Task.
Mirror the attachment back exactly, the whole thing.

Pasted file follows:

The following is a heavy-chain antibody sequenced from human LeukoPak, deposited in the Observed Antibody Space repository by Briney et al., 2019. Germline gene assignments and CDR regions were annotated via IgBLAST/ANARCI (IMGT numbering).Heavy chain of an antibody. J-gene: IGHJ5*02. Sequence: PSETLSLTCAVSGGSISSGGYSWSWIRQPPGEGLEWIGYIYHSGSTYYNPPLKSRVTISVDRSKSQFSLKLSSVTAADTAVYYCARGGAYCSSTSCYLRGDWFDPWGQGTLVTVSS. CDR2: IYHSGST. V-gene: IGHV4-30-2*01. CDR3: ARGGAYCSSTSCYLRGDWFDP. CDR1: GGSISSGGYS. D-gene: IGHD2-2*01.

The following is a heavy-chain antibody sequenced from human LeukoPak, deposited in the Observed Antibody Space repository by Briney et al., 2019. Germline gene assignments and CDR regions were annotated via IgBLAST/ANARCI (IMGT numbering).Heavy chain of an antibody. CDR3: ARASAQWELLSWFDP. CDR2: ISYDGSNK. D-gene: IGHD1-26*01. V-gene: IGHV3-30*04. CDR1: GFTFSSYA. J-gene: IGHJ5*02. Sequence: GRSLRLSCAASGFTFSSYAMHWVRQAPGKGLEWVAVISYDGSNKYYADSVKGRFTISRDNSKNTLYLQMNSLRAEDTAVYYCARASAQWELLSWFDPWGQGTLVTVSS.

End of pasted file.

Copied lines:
The following is a heavy-chain antibody sequenced from human LeukoPak, deposited in the Observed Antibody Space repository by Briney et al., 2019. Germline gene assignments and CDR regions were annotated via IgBLAST/ANARCI (IMGT numbering).Heavy chain of an antibody. J-gene: IGHJ5*02. Sequence: PSETLSLTCAVSGGSISSGGYSWSWIRQPPGEGLEWIGYIYHSGSTYYNPPLKSRVTISVDRSKSQFSLKLSSVTAADTAVYYCARGGAYCSSTSCYLRGDWFDPWGQGTLVTVSS. CDR2: IYHSGST. V-gene: IGHV4-30-2*01. CDR3: ARGGAYCSSTSCYLRGDWFDP. CDR1: GGSISSGGYS. D-gene: IGHD2-2*01.

The following is a heavy-chain antibody sequenced from human LeukoPak, deposited in the Observed Antibody Space repository by Briney et al., 2019. Germline gene assignments and CDR regions were annotated via IgBLAST/ANARCI (IMGT numbering).Heavy chain of an antibody. CDR3: ARASAQWELLSWFDP. CDR2: ISYDGSNK. D-gene: IGHD1-26*01. V-gene: IGHV3-30*04. CDR1: GFTFSSYA. J-gene: IGHJ5*02. Sequence: GRSLRLSCAASGFTFSSYAMHWVRQAPGKGLEWVAVISYDGSNKYYADSVKGRFTISRDNSKNTLYLQMNSLRAEDTAVYYCARASAQWELLSWFDPWGQGTLVTVSS.